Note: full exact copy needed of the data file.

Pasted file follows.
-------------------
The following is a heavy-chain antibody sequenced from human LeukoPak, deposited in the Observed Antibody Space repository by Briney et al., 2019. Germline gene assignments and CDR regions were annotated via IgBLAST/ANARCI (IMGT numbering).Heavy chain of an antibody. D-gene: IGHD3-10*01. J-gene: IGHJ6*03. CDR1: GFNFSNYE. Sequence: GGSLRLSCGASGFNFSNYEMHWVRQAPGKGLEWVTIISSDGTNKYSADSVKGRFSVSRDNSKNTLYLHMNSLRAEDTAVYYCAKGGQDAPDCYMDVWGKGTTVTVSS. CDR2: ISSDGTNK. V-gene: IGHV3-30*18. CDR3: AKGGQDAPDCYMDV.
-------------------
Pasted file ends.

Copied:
The following is a heavy-chain antibody sequenced from human LeukoPak, deposited in the Observed Antibody Space repository by Briney et al., 2019. Germline gene assignments and CDR regions were annotated via IgBLAST/ANARCI (IMGT numbering).Heavy chain of an antibody. D-gene: IGHD3-10*01. J-gene: IGHJ6*03. CDR1: GFNFSNYE. Sequence: GGSLRLSCGASGFNFSNYEMHWVRQAPGKGLEWVTIISSDGTNKYSADSVKGRFSVSRDNSKNTLYLHMNSLRAEDTAVYYCAKGGQDAPDCYMDVWGKGTTVTVSS. CDR2: ISSDGTNK. V-gene: IGHV3-30*18. CDR3: AKGGQDAPDCYMDV.